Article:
Letters to the editor

Repeal the lurking ordinance 

The Minneapolis Lurking Ordinance (385.80) was enacted in 1877 to deal with stowaways on trains. This antiquated law has vague language such as "no person, in any public or private place, shall lurk, lie in wait or be concealed with intent to commit any crime or unlawful act." Basically, if a police officer thinks someone has the intent to commit a crime, they can arrest them. 

Common sense informs us that this is problematic. But there are at least four other reasons why this law should be repealed: One, it is unconstitutional. Two, it doesn’t make communities safer. The Council on Crime and Justice reported that more than 70 percent of lurking charges were dismissed. And this brings me to the third reason why this law should be repealed: It is a waste of taxpayers’ money. If someone picked up for lurking spends two nights in jail plus processing fees, that costs about $247 per arrest, and this doesn’t include the police officer’s time spent with the arrest instead of with effective work. Fourth, the way it has been applied is discriminatory and racist. According to data compiled by City Council Member Cam Gordon from Minneapolis Police Department data, a homeless person is 15 times more likely to be cited for lurking. 

Heading Home Hennepin 2.1.3 states that local ordinances should be examined "to ensure that they are not criminalizing the homeless." Also according to the same study by Cam Gordon, an African-American is four times and a Native American is three times more likely than a white person to be arrested for lurking; 80 percent of people cited for lurking were people of color. If any of these reasons outrage or disturb the citizens of Minneapolis, please call your city council person and ask them to repeal the Minneapolis Lurking Ordinance.  Thank you.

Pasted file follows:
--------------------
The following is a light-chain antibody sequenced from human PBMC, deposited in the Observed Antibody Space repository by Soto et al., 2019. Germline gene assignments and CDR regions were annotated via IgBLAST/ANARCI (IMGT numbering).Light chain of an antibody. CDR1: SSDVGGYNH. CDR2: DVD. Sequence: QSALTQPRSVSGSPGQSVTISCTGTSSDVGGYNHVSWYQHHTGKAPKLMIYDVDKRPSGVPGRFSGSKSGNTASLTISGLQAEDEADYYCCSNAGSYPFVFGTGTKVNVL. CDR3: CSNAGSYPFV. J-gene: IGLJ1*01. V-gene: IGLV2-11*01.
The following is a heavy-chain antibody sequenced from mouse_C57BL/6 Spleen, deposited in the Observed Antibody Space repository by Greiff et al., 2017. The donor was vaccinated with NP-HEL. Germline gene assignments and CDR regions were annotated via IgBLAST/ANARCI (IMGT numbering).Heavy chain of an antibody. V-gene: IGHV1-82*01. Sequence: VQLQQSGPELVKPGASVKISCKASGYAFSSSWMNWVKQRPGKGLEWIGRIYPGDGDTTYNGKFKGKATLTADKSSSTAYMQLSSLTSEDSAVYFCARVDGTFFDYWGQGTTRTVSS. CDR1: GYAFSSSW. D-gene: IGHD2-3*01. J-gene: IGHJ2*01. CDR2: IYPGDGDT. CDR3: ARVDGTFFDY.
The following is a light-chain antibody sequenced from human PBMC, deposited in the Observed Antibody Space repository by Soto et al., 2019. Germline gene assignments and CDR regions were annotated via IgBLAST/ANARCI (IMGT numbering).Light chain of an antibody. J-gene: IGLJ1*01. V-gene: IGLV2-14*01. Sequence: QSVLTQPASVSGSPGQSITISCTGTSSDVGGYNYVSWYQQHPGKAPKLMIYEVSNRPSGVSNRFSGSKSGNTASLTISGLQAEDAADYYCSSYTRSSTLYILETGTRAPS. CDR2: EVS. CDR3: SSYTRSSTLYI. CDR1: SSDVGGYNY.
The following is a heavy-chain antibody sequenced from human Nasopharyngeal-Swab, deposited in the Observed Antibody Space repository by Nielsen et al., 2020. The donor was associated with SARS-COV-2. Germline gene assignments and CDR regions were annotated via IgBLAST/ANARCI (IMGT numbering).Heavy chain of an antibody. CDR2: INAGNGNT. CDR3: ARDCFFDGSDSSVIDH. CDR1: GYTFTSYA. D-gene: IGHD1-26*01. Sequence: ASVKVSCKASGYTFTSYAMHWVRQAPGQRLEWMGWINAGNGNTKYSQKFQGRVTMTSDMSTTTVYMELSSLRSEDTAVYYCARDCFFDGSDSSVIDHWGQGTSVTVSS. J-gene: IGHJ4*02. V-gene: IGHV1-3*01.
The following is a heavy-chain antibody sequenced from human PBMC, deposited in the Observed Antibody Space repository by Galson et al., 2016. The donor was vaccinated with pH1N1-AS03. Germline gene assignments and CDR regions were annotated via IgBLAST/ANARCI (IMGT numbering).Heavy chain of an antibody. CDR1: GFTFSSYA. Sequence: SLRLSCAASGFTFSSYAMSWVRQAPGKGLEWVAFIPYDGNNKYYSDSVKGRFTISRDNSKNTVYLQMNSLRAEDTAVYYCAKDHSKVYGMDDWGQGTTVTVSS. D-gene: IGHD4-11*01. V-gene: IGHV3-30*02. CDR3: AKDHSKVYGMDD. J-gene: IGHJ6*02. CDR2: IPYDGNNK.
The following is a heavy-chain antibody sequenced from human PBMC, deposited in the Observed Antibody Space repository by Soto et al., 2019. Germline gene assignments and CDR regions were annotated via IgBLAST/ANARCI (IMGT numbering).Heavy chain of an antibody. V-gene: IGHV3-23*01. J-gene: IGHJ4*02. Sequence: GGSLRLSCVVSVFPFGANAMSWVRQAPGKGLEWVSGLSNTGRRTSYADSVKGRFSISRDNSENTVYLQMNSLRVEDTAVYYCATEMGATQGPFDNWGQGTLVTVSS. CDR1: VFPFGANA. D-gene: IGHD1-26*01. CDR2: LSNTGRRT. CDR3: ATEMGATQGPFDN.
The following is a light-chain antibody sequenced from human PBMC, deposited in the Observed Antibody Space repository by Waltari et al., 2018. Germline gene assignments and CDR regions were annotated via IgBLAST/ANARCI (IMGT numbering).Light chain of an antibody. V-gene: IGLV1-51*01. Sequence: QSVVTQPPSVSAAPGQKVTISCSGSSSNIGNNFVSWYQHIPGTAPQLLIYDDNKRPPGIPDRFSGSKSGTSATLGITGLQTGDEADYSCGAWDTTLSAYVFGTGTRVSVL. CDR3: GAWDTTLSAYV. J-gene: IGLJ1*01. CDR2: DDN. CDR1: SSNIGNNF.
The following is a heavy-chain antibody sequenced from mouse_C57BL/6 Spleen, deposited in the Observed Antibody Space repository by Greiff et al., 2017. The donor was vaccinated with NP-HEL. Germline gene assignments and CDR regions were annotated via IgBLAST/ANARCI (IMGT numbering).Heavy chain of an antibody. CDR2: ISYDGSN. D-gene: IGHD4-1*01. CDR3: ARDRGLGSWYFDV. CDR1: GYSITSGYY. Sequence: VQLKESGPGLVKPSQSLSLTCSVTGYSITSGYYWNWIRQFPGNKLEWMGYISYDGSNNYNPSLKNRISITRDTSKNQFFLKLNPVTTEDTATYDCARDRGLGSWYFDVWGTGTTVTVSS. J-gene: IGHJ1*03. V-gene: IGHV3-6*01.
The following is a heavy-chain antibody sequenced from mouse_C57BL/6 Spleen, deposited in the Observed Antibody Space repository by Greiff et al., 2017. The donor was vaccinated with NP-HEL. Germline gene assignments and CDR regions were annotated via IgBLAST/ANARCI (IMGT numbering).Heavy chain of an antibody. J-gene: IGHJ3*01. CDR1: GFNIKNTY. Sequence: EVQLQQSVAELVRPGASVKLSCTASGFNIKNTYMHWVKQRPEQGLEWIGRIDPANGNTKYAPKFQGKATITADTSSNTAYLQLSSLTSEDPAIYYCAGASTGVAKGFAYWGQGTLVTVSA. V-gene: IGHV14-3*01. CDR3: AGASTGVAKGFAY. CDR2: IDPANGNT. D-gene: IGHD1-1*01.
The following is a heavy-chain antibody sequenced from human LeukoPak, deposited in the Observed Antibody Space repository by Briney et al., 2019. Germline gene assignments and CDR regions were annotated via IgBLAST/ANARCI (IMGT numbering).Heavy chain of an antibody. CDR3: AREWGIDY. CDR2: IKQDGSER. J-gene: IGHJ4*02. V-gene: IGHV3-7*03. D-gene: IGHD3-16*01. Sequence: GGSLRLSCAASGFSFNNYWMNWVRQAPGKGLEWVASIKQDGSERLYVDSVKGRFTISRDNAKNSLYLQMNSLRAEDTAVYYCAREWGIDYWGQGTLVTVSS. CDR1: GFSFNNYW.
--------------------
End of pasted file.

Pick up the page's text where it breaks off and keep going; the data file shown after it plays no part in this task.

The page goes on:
Jennifer Pennington

Beautify the Bancroft site

Bancroft, Schmancroft. For my part I hope the threatened monolith never sees light of day. But, what I find truly noisome is that skuzzy gravel pit of an expanse of derelict wasteland — with a sump hole to boot; one that holds the promise of becoming pestilential once the spring rains fall and fill it, and the blood-sucking “state bird” begins hatching by the millions.

This ugly desert-like windswept mess of a vacuum bears more morbid a presence than the undertakers operation that was razed to make room for it.

It beats me that for the nonce the developers haven’t done the surrounding community a favor by gracing the lot with a temporary park. No doubt if the initiative were taken, the locals would eagerly participate in getting it going and maintained.

S. D. Klipper

Isles residents should pay for parkway

I have an idea for funding the Isles Pkwy mill and overlay. The families in homes adjacent to the parkway and in the general neighborhoods surrounding that street are pretty well off could easily raise the required $2 million just among themselves. That way, other parts of the city wouldn’t have to sacrifice their own roads for the sake of the Isles folk.

Aaron Vehling
The Wedge

Letters to the editor

Hats off to the poets

Doug Wilhide — SWJ’s contributing poetry editor — and the Journal itself, deserves thanks on behalf of poetry and the poets of Southwest. The special poetry issues were lots of fun — and perfectly illustrated, too. Thanks for keeping the spark alive!